National Child's Day, 2003
By the President of the United States of America
On National Child's Day, we celebrate the future of our Nation and the
promise of America's youth. As a Nation, as parents, and as community members,
we have a responsibility to build a secure and nurturing society so that our
children have the opportunity to grow, learn, work, and succeed.
Creating an environment that instills important values, builds strong
character, and provides sound education for our children is a vital national
priority. With a firm foundation, children will be better able to face the
challenges of the future.
Parents are a child's first teachers, and they can be the most effective
instructors. One of the most helpful activities parents can do with their
children is read with them. Children who develop a love for reading expand their
imaginations and cultivate a thirst for learning that lasts a lifetime. By
talking, listening, and reading to our children, we can help them build the
confidence they need to succeed in life. Parents' role as educators becomes even
more important as schools across the country prepare for summer recess.
Summertime is not only a time for children to relax and play, it is also a time
for parents to strengthen their ties to their children by spending time with
them and helping them to broaden their experiences.
To expand on the important work that parents do, my Administration has taken
significant steps to help give our children greater opportunities to learn. By
improving our education system and encouraging early reading and language
skills, we give our children the tools they will need to succeed in the world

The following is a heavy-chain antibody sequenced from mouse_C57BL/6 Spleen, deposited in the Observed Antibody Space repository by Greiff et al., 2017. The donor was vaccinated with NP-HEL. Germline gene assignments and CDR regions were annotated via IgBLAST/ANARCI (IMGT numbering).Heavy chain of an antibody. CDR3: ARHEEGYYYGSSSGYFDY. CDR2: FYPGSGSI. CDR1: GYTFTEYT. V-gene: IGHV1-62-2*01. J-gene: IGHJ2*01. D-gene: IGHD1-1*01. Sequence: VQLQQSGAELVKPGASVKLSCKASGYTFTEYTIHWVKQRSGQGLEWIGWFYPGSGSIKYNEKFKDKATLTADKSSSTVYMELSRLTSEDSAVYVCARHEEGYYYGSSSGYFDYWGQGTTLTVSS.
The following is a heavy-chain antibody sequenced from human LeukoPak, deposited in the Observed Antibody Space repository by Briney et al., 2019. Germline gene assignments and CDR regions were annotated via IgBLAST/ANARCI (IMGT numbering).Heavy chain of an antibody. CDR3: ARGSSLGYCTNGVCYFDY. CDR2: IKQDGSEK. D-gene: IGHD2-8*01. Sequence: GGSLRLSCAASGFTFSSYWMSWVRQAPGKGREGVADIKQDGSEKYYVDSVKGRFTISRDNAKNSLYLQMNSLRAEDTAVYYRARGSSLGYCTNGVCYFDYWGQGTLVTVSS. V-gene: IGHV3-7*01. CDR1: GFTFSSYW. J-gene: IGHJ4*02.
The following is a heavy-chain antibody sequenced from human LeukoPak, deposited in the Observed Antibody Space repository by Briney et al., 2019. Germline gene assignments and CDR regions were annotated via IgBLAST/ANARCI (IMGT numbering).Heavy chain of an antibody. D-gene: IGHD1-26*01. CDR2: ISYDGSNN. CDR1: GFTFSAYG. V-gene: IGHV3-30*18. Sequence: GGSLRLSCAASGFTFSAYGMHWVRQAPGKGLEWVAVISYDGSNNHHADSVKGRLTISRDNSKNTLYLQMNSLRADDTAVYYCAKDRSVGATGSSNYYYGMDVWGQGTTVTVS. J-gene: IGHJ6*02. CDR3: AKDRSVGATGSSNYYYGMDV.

they will inherit from us. Children also benefit from the immeasurable care and
support of their teachers, and are inspired by the model they set.
Outside the home and the classroom, there are many adults who touch
children's lives. Family, mentors, neighbors, and friends can help mold
America's next generation through their positive examples, showing children how
to help those in need and encouraging them to set high standards for themselves.
To help instill the value of volunteer service, the USA Freedom Corps, through
the Students in Service to America initiative, is helping to create ways for
young people to give back to their communities. By using their time, talents,
and compassion to make a difference in the lives of others, America's children
are learning to become responsible and engaged leaders in our democratic
On this special day, we celebrate the possibility of every boy and girl in
America. In their faces, we see the hope of our Nation. America is dedicated to
their welfare and the full development of their potential.
NOW, THEREFORE, I, GEORGE W. BUSH, President of the United States of America,
by virtue of the authority vested in me by the Constitution and laws of the
United States, do hereby proclaim June 1, 2003, as National Child's Day. I urge
parents to spend more time with their children, read to them, listen to their
concerns, offer guidance and love, and encourage their dreams. I also urge all
Americans to set a positive example for our children and to assist parents in
setting them on the path to success. And I call upon citizens to observe this
day with appropriate programs, ceremonies, and activities.
IN WITNESS WHEREOF, I have hereunto set my hand this thirtieth day of May, in
the year of our Lord two thousand three, and of the Independence of the United
States of America the two hundred and twenty-seventh.
GEORGE W. BUSH